2013 – 2017


Spatial Memory and Navigation Ability in a Physically Embodied Cognitive Architecture

The aim of this project is the development of a computational cognitive model of spatial memory and navigation based on the LIDA (Learning Intelligent Distribution Agent) cognitive architecture, integrated with the other high-level cognitive processes accounted for by LIDA, and physically embodied on a humanoid PR2 robot with the aid of the CRAM (Cognitive Robot Abstract Machine) control system. The LIDA cognitive architecture will be extended by a conceptual and computational, hierarchical spatial memory model, inspired by the neural basis of spatial cognition in brains.

2015 – 2016


Kommunikationsplattform zur Vernetzung von Wissen und Workflows in Unternehmen

In the project, an approach was developed and implemented to classify chat messages into dialogue acts, focusing on questions and directives (“to-dos”). Our multi-lingual system uses word lexica, a specialized tokenizer and rule-based shallow syntactic analysis to compute relevant features, and then trains statistical models (support vector machines, random forests, etc.) for dialogue act prediction. The classification scores we achieve are very satisfactory on question detection and promising on to-do detection, on English and German data collections.

2013 – 2016

Automatic Segmentation, Labelling, and Characterisation of Audio Streams

The goal of this project is to develop technologies for the automatic segmentation and interpretation of audio files and audio streams deriving from different media worlds: music repositories, (Web and terrestrial) radio streams, TV broadcasts, etc. A specific focus is on streams in which music plays an important role.

2012 – 2016


Synchronization and Communication in Music Ensembles

Interpersonal communication and the coordination and synchronization of actions are fundamental human capacities. People use these functions routinely in activities such as shaking hands, driving a car, playing sports, or playing music as part of an ensemble. To coordinate your actions with someone else’s, you must be able to predict how the other person is going to behave. Music ensemble performance provides a particularly interesting context for studying prediction and coordination because the synchronization between actions must be so precise. Since music is dynamic, or time-varying, ensemble musicians must make predictions about their co-performers’ behaviour as they play, relying primarily on nonverbal cues provided by their co-performers’ body movements, breathing, and sound. This research project investigates the mechanisms underlying musical synchronization in small ensembles, using a combination of perceptual/performance experiments and computational modelling techniques.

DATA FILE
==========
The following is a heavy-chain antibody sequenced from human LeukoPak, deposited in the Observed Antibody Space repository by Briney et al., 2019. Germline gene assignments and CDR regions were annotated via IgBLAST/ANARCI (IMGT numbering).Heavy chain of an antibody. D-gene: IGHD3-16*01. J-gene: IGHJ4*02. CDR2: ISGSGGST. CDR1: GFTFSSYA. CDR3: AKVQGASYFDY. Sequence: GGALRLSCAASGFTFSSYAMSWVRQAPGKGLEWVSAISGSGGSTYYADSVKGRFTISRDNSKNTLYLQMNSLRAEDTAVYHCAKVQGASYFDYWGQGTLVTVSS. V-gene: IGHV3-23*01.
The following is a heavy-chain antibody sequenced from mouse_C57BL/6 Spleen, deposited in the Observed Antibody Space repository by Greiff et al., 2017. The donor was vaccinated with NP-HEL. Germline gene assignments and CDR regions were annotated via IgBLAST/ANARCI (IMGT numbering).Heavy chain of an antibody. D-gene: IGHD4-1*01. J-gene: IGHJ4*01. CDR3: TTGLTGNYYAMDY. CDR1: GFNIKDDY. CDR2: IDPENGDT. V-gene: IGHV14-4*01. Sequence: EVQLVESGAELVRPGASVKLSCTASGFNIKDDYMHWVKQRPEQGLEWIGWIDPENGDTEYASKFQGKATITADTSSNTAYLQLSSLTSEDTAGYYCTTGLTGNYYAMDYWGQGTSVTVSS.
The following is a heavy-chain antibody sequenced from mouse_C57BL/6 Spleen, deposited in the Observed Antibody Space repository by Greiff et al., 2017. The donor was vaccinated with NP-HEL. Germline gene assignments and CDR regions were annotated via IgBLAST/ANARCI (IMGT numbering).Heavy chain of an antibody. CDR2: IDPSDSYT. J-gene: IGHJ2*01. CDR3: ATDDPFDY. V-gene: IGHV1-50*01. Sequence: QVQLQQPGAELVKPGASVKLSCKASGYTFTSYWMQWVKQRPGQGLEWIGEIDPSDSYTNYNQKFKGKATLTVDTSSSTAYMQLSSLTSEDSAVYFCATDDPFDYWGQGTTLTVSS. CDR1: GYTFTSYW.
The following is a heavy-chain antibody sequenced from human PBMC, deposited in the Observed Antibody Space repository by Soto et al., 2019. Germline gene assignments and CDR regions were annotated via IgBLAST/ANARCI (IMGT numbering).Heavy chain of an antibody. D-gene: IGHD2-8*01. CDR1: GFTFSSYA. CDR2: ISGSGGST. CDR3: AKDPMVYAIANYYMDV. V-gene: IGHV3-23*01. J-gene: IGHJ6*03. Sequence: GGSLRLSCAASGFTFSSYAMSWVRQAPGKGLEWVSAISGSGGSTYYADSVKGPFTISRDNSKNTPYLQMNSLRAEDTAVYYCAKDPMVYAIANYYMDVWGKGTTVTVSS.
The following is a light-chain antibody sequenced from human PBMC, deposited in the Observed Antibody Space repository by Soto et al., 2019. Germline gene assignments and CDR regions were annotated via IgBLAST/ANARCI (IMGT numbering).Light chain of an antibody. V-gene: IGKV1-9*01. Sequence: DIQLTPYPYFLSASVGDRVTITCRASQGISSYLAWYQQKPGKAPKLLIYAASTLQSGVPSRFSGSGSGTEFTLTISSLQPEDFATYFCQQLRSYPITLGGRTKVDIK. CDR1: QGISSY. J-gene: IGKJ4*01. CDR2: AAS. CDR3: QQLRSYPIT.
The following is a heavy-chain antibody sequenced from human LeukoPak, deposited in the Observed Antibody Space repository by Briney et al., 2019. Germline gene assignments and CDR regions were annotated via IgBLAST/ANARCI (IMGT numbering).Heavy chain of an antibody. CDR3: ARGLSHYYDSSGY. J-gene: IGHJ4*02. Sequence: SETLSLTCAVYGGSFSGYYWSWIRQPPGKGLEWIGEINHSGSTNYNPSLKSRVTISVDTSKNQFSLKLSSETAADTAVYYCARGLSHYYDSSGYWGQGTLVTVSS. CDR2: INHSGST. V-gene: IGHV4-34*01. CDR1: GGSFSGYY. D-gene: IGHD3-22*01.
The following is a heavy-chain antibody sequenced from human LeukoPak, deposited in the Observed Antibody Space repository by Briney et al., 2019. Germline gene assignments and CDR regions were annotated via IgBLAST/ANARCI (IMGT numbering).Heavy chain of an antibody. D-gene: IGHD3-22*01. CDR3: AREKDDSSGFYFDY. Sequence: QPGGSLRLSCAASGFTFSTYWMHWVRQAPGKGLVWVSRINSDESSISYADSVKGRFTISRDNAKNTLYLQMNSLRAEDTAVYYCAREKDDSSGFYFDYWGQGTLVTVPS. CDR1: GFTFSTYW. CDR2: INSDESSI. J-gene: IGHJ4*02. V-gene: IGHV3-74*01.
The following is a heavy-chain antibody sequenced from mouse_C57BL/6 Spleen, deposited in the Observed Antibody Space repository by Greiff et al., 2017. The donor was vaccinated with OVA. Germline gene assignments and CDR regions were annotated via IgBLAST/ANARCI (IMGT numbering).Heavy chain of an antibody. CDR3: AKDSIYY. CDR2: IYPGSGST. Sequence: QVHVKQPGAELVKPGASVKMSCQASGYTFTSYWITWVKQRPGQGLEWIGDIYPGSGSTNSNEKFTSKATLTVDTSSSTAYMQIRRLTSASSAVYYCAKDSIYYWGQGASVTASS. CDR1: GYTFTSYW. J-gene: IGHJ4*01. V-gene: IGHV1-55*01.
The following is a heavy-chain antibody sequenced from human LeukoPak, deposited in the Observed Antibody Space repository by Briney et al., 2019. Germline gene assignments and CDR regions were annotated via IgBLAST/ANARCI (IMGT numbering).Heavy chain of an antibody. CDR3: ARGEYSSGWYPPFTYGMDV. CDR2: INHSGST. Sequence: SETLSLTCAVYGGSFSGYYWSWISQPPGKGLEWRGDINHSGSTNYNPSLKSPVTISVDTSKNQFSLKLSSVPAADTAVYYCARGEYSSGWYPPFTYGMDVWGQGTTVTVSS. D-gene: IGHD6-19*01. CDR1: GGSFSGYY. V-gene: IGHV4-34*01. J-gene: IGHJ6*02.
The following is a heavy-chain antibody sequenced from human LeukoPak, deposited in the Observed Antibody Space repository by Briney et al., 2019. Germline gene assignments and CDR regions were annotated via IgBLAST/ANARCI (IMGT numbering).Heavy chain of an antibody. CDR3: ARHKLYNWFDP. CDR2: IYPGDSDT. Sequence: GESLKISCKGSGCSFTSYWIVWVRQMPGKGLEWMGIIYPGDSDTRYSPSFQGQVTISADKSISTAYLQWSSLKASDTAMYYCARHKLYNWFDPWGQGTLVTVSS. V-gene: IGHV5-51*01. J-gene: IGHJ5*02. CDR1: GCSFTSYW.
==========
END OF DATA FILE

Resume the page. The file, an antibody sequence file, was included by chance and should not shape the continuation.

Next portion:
2013 – 2016


Learning to Create

Lrn2Cre8 aims to understand the relationship between learning and creativity by means of practical engineering, theoretical study, and cognitive comparison. We begin from the position that creativity is a function of memory, that generates new structures based on memorised ones, by processes which are essentially statistical.